Take the 2-minute tour ×
Stack Overflow is a question and answer site for professional and enthusiast programmers. It's 100% free.

I have a a few classes and would like to change a boolean value within a specific instance of a specific class based on a switch, but cant seem to get a 'pointer' to the value, I just get a copy.

Class aClass;
Class bClass;
Class cClass;

public class Class
{
    public bool b = true;
    ...
}

void Method(int i)
{
    bool localBool;

    switch(i)
        case 1:
            localBool = aClass.b;
            break;
        case 2:
            localBool = bClass.b;
            break;
        case 3:
            localBool = cClass.b;
            break;

    localBool = false; // This changes the localBool, but not Class.b
}

EDIT: What if I had 3 booleans in the class instead of 3 classes?

Class aClass;

public class Class
{
    public bool a = true;
    public bool b = true;
    public bool c = true;
    ...
}

void Method(int i)
{
    bool localBool;

    switch(i)
        case 1:
            localBool = aClass.a;
            break;
        case 2:
            localBool = aClass.b;
            break;
        case 3:
            localBool = aClass.c;
            break;

    localBool = false; // This changes the localBool, but not aClass.Bool
}
share|improve this question
3  
Start by reading about Value Types and Reference Types. –  Oded May 24 '13 at 20:33
    
Side notes: it is generally better to expose properties than fields. It will not change problem you are facing much (same solutions as suggested in answers). –  Alexei Levenkov May 24 '13 at 21:27

5 Answers 5

I would do it like this.

void Method(int i)
{
    Class local;

    switch(i)
        case 1:
            local = aClass;
            break;
        case 2:
            local = bClass;
            break;
        case 3:
            local = cClass;
            break;

    local.b = false;
}

By the way, pointers in C# are supported, but strongly discouraged. They should only be used when there isn't another way.

share|improve this answer
    
Note that there are other methods of indirection besides pointers, and there are appropriate means of using them here. For example, you could use an Action<bool> that encapsulates the property setter and use that within the switch, or hold onto a reference to the Class type rather than just passing in the bool. This is, in general, how C# handles problems that other languages would generally solve using pointers. –  Servy May 24 '13 at 20:42
    
+1. Note that all languages have the same issue when getters/setters involved (which is simply way more common in C# as it is recommended way to expose fields), but even in C++ you'd have to invent some sort of shared base class/"set a value of given property on given instance" if there is no field directly exposed. –  Alexei Levenkov May 24 '13 at 21:23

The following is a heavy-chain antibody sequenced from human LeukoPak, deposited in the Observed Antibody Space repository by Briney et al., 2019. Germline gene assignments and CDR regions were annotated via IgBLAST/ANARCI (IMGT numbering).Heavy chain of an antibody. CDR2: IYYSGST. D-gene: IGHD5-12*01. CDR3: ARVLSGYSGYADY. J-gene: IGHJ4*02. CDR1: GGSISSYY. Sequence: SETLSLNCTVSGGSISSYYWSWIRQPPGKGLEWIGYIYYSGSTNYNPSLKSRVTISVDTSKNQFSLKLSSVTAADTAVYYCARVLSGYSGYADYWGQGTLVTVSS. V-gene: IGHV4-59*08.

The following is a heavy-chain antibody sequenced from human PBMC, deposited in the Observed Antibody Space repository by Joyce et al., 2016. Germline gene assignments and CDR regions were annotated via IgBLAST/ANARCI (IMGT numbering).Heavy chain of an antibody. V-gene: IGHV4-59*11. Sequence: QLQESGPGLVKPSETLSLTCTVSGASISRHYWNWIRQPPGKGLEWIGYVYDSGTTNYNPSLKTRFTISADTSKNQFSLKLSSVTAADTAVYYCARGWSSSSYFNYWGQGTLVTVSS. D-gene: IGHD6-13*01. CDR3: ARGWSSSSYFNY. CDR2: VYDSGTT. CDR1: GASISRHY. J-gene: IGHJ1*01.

There are no pointers outside of the unsafe context in C#. Classes are reference types so when you do something like MyClass mc = new MyClass(); you are getting the nearest there is to a pointer in C#. As far as I'm concerned the two are conceptually the same, just in C# much of the potential for errors is removed by the runtime/compiler. Continuing with my example if I were to do something like;

  MyClass mc2 = mc;

Then mc2 would also reference the same memory as mc. Going further with that. If I then went mc2.MyBool = false; then had if (mc.MyBool) it would not meet the condition because I have just changed the bool on the same object. This behavior is exactly what you would expect if you're used to dealing with pointers and objects in c++.

share|improve this answer

Because the accessor wrapper approach was touched on in a comment, here's roughly how that would look.

EDIT

void Method(int i)
{
    Action<bool> localBool = null;

    switch(i)
        case 1:
            localBool = v => aClass.b = v;
            break;
        case 2:
            localBool = v => bClass.b = v;
            break;
        case 3:
            localBool = v => cClass.b = v;
            break;

    localBool(false); // This changes the localBool, and Class.b
}
share|improve this answer
    
@AlexeiLevenkov yeah, it was a bit over the top, simplified the answer. –  mlorbetske May 24 '13 at 21:46
    
+1: even fits on a screen now :). –  Alexei Levenkov May 24 '13 at 21:57

After your edit, your problem is that Booleans are value typed. Therefore, when you copy the value type to another instance, you aren't getting the reference, just the value. If you want to change the value in your Class, you would have to do it directly. If you have the reference to the class, it should be easy.

 LocalClass.a = false;
share|improve this answer

.net contains two kind of types: reference and value types. Classes, string, etc are reference types. Int, DateTime, boolean, etc are value types. There are a lot of difference between these types. In your case the most important - assigning value of value type to variable will copy the value. That's why your localBool it's just another independent variable with some value. All modifications will not change values in classes.

In your case I would prefer to return reference to class as a result of Method with switch block and modify boolean property after that.

share|improve this answer

Your Answer

 
discard

By posting your answer, you agree to the privacy policy and terms of service.

Not the answer you're looking for? Browse other questions tagged or ask your own question.